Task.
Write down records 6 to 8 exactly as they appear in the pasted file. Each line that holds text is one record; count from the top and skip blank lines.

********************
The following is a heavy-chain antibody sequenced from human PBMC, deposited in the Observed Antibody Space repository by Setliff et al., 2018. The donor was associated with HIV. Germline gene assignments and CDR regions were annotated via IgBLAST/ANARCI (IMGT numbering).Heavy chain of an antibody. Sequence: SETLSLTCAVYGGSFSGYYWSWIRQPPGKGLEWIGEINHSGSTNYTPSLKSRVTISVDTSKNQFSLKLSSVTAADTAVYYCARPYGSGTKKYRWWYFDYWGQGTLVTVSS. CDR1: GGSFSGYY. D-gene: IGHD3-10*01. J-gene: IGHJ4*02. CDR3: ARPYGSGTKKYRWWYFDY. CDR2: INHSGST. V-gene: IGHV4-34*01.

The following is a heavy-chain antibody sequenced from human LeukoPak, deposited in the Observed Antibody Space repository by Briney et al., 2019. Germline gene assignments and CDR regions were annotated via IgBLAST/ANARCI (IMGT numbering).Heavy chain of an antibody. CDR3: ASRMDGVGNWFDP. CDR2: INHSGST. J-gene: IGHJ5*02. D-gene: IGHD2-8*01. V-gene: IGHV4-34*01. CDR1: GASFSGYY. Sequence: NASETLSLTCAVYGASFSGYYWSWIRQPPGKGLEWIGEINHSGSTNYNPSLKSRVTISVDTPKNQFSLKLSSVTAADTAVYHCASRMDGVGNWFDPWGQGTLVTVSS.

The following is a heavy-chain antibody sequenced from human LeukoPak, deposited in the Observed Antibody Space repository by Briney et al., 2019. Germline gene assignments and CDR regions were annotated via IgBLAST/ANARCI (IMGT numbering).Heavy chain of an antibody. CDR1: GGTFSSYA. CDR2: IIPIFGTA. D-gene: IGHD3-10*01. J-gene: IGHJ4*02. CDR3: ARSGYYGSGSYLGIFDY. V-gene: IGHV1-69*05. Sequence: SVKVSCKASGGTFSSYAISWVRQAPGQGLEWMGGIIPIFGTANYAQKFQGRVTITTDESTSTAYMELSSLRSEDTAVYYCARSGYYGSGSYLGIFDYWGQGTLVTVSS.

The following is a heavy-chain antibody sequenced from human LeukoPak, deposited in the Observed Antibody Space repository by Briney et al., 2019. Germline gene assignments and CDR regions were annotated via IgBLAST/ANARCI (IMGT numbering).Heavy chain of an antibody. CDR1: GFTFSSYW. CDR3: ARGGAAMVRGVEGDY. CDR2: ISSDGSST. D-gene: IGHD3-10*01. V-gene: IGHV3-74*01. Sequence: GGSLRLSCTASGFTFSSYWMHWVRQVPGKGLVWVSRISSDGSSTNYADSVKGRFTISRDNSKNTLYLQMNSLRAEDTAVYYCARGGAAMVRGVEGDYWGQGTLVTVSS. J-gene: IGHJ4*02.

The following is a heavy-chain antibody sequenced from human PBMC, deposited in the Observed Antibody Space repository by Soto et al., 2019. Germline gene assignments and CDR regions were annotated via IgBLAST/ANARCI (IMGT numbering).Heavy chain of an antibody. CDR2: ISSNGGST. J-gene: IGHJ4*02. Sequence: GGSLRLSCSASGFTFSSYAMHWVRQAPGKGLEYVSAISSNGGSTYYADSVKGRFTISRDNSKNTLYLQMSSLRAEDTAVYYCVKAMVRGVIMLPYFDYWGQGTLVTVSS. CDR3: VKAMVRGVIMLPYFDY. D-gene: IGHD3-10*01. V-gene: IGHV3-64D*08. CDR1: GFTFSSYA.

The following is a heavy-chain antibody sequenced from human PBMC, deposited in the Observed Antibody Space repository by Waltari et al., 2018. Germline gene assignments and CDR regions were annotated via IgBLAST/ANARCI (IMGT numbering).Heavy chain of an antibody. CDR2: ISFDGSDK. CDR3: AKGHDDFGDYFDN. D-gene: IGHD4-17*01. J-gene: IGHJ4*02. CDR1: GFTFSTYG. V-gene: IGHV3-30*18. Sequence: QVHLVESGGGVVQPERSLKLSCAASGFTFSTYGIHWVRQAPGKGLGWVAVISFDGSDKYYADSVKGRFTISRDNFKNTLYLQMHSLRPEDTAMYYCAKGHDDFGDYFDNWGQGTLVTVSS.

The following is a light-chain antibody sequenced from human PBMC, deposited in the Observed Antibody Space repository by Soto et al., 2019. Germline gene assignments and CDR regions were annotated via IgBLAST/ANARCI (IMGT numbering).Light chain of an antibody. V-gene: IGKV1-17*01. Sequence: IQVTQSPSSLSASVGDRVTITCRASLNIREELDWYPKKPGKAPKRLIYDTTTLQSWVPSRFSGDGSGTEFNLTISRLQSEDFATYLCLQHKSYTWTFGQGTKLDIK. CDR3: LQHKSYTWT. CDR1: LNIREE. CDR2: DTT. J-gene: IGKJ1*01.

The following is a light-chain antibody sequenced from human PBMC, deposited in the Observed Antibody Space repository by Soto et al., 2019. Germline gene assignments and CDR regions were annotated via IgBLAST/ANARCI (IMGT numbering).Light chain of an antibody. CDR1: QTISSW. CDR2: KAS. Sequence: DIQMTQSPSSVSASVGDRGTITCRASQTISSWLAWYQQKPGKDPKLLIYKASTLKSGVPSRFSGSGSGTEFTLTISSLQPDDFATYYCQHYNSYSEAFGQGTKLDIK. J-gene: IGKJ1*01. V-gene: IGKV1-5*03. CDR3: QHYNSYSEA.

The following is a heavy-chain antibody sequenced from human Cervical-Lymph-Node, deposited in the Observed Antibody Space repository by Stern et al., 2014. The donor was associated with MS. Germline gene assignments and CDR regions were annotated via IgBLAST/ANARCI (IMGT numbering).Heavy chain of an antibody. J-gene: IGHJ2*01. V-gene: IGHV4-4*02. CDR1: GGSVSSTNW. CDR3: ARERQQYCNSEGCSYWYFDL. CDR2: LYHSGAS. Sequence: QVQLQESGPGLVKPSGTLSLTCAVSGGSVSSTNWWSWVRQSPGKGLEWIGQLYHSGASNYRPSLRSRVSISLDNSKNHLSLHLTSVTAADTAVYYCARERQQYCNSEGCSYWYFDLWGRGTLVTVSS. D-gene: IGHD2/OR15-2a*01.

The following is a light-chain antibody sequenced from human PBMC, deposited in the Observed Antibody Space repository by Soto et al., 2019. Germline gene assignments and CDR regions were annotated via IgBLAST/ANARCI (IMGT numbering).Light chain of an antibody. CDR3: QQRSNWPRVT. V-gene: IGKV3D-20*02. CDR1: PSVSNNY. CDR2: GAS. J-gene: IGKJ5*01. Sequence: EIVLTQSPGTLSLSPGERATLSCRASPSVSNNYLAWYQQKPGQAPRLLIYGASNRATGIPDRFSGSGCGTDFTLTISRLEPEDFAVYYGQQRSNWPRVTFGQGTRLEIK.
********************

The following is a heavy-chain antibody sequenced from human PBMC, deposited in the Observed Antibody Space repository by Waltari et al., 2018. Germline gene assignments and CDR regions were annotated via IgBLAST/ANARCI (IMGT numbering).Heavy chain of an antibody. CDR2: ISFDGSDK. CDR3: AKGHDDFGDYFDN. D-gene: IGHD4-17*01. J-gene: IGHJ4*02. CDR1: GFTFSTYG. V-gene: IGHV3-30*18. Sequence: QVHLVESGGGVVQPERSLKLSCAASGFTFSTYGIHWVRQAPGKGLGWVAVISFDGSDKYYADSVKGRFTISRDNFKNTLYLQMHSLRPEDTAMYYCAKGHDDFGDYFDNWGQGTLVTVSS.

The following is a light-chain antibody sequenced from human PBMC, deposited in the Observed Antibody Space repository by Soto et al., 2019. Germline gene assignments and CDR regions were annotated via IgBLAST/ANARCI (IMGT numbering).Light chain of an antibody. V-gene: IGKV1-17*01. Sequence: IQVTQSPSSLSASVGDRVTITCRASLNIREELDWYPKKPGKAPKRLIYDTTTLQSWVPSRFSGDGSGTEFNLTISRLQSEDFATYLCLQHKSYTWTFGQGTKLDIK. CDR3: LQHKSYTWT. CDR1: LNIREE. CDR2: DTT. J-gene: IGKJ1*01.

The following is a light-chain antibody sequenced from human PBMC, deposited in the Observed Antibody Space repository by Soto et al., 2019. Germline gene assignments and CDR regions were annotated via IgBLAST/ANARCI (IMGT numbering).Light chain of an antibody. CDR1: QTISSW. CDR2: KAS. Sequence: DIQMTQSPSSVSASVGDRGTITCRASQTISSWLAWYQQKPGKDPKLLIYKASTLKSGVPSRFSGSGSGTEFTLTISSLQPDDFATYYCQHYNSYSEAFGQGTKLDIK. J-gene: IGKJ1*01. V-gene: IGKV1-5*03. CDR3: QHYNSYSEA.